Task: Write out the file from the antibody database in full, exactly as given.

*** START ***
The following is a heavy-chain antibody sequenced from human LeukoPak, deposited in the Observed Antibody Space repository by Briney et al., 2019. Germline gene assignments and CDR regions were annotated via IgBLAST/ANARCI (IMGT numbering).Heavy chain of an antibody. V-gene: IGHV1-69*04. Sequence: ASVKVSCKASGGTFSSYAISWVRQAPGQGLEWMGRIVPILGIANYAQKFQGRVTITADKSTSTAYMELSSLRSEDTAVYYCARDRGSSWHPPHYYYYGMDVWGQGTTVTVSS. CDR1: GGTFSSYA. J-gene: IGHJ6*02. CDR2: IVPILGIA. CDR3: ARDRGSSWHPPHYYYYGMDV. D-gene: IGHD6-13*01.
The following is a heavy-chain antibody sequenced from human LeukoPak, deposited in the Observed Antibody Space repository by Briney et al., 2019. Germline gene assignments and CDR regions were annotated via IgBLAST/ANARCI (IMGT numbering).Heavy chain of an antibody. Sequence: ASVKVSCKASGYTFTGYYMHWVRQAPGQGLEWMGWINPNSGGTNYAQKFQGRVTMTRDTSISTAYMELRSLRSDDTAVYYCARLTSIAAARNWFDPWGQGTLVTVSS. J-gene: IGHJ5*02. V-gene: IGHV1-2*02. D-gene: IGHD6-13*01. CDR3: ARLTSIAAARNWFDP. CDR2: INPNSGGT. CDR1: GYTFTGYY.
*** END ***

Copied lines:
The following is a heavy-chain antibody sequenced from human LeukoPak, deposited in the Observed Antibody Space repository by Briney et al., 2019. Germline gene assignments and CDR regions were annotated via IgBLAST/ANARCI (IMGT numbering).Heavy chain of an antibody. V-gene: IGHV1-69*04. Sequence: ASVKVSCKASGGTFSSYAISWVRQAPGQGLEWMGRIVPILGIANYAQKFQGRVTITADKSTSTAYMELSSLRSEDTAVYYCARDRGSSWHPPHYYYYGMDVWGQGTTVTVSS. CDR1: GGTFSSYA. J-gene: IGHJ6*02. CDR2: IVPILGIA. CDR3: ARDRGSSWHPPHYYYYGMDV. D-gene: IGHD6-13*01.
The following is a heavy-chain antibody sequenced from human LeukoPak, deposited in the Observed Antibody Space repository by Briney et al., 2019. Germline gene assignments and CDR regions were annotated via IgBLAST/ANARCI (IMGT numbering).Heavy chain of an antibody. Sequence: ASVKVSCKASGYTFTGYYMHWVRQAPGQGLEWMGWINPNSGGTNYAQKFQGRVTMTRDTSISTAYMELRSLRSDDTAVYYCARLTSIAAARNWFDPWGQGTLVTVSS. J-gene: IGHJ5*02. V-gene: IGHV1-2*02. D-gene: IGHD6-13*01. CDR3: ARLTSIAAARNWFDP. CDR2: INPNSGGT. CDR1: GYTFTGYY.